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Vikings quarterback Fran Tarkenton crumbled under the menacing Steel Curtain defense.
Rooney Gets His
January 12, 1975
For 42 years mild-mannered Art Rooney had watched his Pittsburgh Steelers compete in the National Football League. As four decades slipped by, he lived in the hope that he could bring a professional football championship to his native city.
At the close of every season, however, the little man with the big heart and the ever-present cigar looked back in disappointment as his team finished down the track. Eleven times they finished last, 10 times they were fourth and six times they came in second. For a man who had made his initial stake in one implausible weekend bonanza at the race track, it was beginning to appear as though the "little people" had deserted forever the non-complaining gentleman who was friend to everybody.
There had been a glimmer of hope in 1972 when the Steelers finished first in their division, their first championship of any kind, only to lose to Miami in the American Football Conference championship game.
And the following year, after qualifying as a wild card team, the Steelers were eliminated by the Raiders in the first round of the playoffs.
Now they were back, bidding for football's brightest bauble, the Vince Lombardi Trophy emblematic of the Super Bowl championship. They had won 10 games, lost three and tied one during the 1974 AFC season before they eliminated Buffalo, 32-14, in the playoffs and then did away with Oakland, 24-13, in the conference title game as Terry Bradshaw engineered three fourth-quarter touchdowns.
The change in Rooney's football fortunes had commenced in 1969 when he hired Chuck Noll as head coach. A native of Cleveland and a graduate of Dayton University, Noll had been a defensive back with the Cleveland Browns for seven years, after which he served as an assistant coach for the San Diego Chargers and Baltimore Colts.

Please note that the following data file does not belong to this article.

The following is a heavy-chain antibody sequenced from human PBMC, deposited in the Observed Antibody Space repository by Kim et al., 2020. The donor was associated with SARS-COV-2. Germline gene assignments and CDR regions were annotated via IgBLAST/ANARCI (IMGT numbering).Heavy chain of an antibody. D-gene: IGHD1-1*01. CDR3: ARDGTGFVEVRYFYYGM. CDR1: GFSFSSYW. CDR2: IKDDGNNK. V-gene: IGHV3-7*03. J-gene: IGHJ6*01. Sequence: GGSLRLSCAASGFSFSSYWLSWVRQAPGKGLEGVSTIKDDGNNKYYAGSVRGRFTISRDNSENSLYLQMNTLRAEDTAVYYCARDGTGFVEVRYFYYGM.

In Noll's three seasons at Baltimore, the Colts had lost only seven games. Noll's familiarity with a winning tradition was a big factor when Dan Rooney, son of the Steelers' owner, interviewed Chuck for the Pittsburgh job.
"I liked his attitude and the way he evaluated our team," reported the young Rooney. Everything he told me about our team was right on target."
Noll entertained no illusions about life with the Steelers. The team had a 2-11-1 record in 1968. In the five preceding years, they had won only 18 games and enjoyed a winning record in only four of the last 19 years. Clearly, the task facing Noll was monumental.
"The Steelers gave me everything I asked for," revealed Noll, noting that the organization, archaic in many facets of its operation prior to his arrival, took one gigantic leap forward by shifting its offices from a tired downtown hotel into spanking new Three Rivers Stadium.